15 April 2014

Cheers to the Drunken Song

My Mumbai Mirror column from last Sunday.

Hema Malini offers a faux-apology for (faux-)drunkenness to an outraged Sanjeev Kumar. Seeta Aur Geeta, 1972.
There was the pretend-drunk heroine, usually meant to drive the hero away for some complicated reason, but also every so often, to trick the villain. Of the second kind, I give you Mumtaz singing 'Do ghoont mujhe bhi pila de sharaabi, dekh phir hota hai kya' as she keeps the sharabi hanging on. My favourite of the first variety is probably Hema again, in Seeta aur Geeta, swaying unreasonably to 'Haan ji haan, maine sharaab pi hai'. 
The drunken song is one of the oldest and most popular leitmotifs of Hindi cinema. Despite this venerable status, our fondness for the genre remains somewhat under-acknowledged. 

Like the substance whose effects it documents, perhaps it's something of a guilty secret. Compared to the Holi song, or the rain song, say, situational song genres that are regularly commemorated in the compilations of music companies and internet websites, there seem to be no instantly playable lists of drunken songs. 

And yet, at least from Devdas onwards, the unhappy-in-love drunken hero has been such a staple of our films that the 'liquor bottle' was a permanently available prop in the photo studios of Indian small towns, where countless young men sought to have themselves enshrined in a pose they recognised and admired from countless films. 

A classic image of this sort from the 1970s and 1980s archive of Studio Suhag in Nagda, Madhya Pradesh, appeared in visual anthropologist Christopher Pinney's recent book Artisan Camera. The young man in question leans his head on his arm, his abstracted gaze turned away both from the half-full tumbler in his hand and the bottle full of coloured water. What Pinney somewhat quaintly describes as the "daru-wala" image is instantly recognisable to us - we see in our mind's eye the maudlin Dilip Kumar in 'Shaam-e-gham ki kasam', or perhaps the Dev Anand in the Tere Ghar ke Saamne classic where Nutan twinkles at our hero out of his whiskey glass. 

Whether it's melancholy or musing, the drunken Hindi film song comes out of an older tradition of Persian and Urdu poetry about drinking. Sometimes you can see a direct lyrical connection. The gentle protestations of the ghazal made famous by Ghulam Ali, 'Hungama hai kyon barpa, thodi so toh pi li hai' seem to lead to the more boisterously comic Namak Halaal song forever associated with Amitabh Bachchan: 'Thodi si jo pi li hai, chori toh nahi ki hai'. 

From Ghalib and Mir right down to Amitabh's father Harivansh Rai Bachchan, the subcontinent's poets sang unapologetic paeans to alcohol, whether as an enhancer of experience or a unifier of men: "Bair badhate mandir-masjid, mel karaati madhushala". Hindi films have always been more unforgiving. Casual drunkenness is allowed only to villains -- and Christians.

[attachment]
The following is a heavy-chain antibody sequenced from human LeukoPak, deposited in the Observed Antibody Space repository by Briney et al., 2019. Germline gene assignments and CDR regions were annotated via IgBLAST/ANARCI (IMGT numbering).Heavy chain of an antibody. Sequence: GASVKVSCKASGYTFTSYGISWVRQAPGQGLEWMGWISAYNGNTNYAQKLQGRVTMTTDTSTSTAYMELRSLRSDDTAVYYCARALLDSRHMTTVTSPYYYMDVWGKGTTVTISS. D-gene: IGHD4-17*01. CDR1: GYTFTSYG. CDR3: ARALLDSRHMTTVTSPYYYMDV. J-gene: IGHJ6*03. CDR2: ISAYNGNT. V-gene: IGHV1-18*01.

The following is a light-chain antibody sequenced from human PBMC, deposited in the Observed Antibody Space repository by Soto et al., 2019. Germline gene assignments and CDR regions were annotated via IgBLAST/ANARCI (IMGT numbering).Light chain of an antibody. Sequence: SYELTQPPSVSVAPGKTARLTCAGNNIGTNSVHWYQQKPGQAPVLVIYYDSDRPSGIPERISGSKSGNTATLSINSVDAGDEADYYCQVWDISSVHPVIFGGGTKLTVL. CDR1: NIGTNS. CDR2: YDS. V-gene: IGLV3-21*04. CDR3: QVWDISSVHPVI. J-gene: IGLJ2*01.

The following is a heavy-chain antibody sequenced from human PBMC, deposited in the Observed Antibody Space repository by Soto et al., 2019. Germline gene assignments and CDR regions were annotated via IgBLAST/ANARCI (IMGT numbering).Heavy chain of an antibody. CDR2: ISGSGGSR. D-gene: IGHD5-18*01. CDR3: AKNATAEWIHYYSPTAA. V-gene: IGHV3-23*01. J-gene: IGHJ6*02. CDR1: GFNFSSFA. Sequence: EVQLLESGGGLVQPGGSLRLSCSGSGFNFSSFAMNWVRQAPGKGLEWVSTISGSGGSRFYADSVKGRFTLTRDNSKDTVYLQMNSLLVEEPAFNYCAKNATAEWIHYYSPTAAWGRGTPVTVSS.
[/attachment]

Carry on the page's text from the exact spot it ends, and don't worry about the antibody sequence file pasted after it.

From Keshto Mukherjee's immortal sozzled chauffeur in Chupke Chupke and Prem Nath as the Goan Catholic Braganza in Bobby to Om Prakash as the Anglo-Indian railway driver in Julie, the stereotype continues to appear till as recently as Abhay Deol's Christian fiance's dad in Socha Na Tha. But I can't think of many songs in this category, barring Pran in the memorable 'Phir na kehna Michael daru pi kay danga karta hai'. The mainstream Hindi film (Hindu) man, though, has usually needed an excuse to drink - and more often than not, that excuse is a woman. 

But what of the women themselves? The vamp could drink freely, and some of the loveliest drunken ladies' numbers we've had have been picturised on the woman singing in the bar: O Nigahe-mastana; Dil jale toh jale, gham pale toh pale (Taxi Driver, 1954); Piya tu ab tu aaja (Caravan, 1972). Few respectable Hindi film heroines, until very recently, could be seen to imbibe of their own free will. So you had any number of devices that helped achieve the frisson of the drunken heroine. 

There was mistaken imbibing, that could make the heroine happily flirtatious - think of Asha Bhonsle's 'Maine toh paani piya thha' in Keemat (1973), sung for an unrecognisably young Rekha, who drank Rajendar Nath's gin instead of water, or Lata's 'Jane kya pilaya tune' for Hema Malini in Jugnu, who consumed a drink spiked by Prem Chopra for Dharmendra. 

In an age when there were strict codes for heroines and vamps, one might suggest that the female double role was a way in which the heroine could lay partial claim to both terrains. So Hema in Seeta aur Geeta, and later Sridevi in Chaalbaaz ('Kisi ke haath na aayegi yeh ladki'), could take a walk on the wild side, while keeping one foot in the sundar, susheel, domestic camp. 

To extend that speculation about the double role even further, I give you Raat Aur Din (1957), Nargis's last film, in which she played a respectable sari-clad housewife who leads a schizophrenic double life. The same Baruna Varma who is revolted by cigarette smoke and the smell of brandy on her breath transforms by night into a glamorous, clingy-dress-wearing woman called - wait for it -- Peggy. It is as Peggy that Nargis gives us two lovely drunken songs: 'Dil ki girah khol do' and 'Na chhedo kal ke afsaane'. 

With a film history like that, it seems truly celebration-worthy that Queen has raised what was a terrific vamp song in Anhonee (1973) to the status of an Everywoman anthem. May the hungama never end.

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